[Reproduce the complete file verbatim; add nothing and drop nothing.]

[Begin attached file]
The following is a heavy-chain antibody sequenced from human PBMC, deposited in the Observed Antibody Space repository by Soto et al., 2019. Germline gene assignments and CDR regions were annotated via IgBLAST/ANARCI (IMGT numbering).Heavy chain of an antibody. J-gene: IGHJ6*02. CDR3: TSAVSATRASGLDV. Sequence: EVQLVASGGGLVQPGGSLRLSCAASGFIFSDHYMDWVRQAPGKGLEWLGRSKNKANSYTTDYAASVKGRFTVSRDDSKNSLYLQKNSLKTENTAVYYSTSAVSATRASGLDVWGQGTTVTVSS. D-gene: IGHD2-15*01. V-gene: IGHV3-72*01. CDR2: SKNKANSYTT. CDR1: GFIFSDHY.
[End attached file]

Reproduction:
The following is a heavy-chain antibody sequenced from human PBMC, deposited in the Observed Antibody Space repository by Soto et al., 2019. Germline gene assignments and CDR regions were annotated via IgBLAST/ANARCI (IMGT numbering).Heavy chain of an antibody. J-gene: IGHJ6*02. CDR3: TSAVSATRASGLDV. Sequence: EVQLVASGGGLVQPGGSLRLSCAASGFIFSDHYMDWVRQAPGKGLEWLGRSKNKANSYTTDYAASVKGRFTVSRDDSKNSLYLQKNSLKTENTAVYYSTSAVSATRASGLDVWGQGTTVTVSS. D-gene: IGHD2-15*01. V-gene: IGHV3-72*01. CDR2: SKNKANSYTT. CDR1: GFIFSDHY.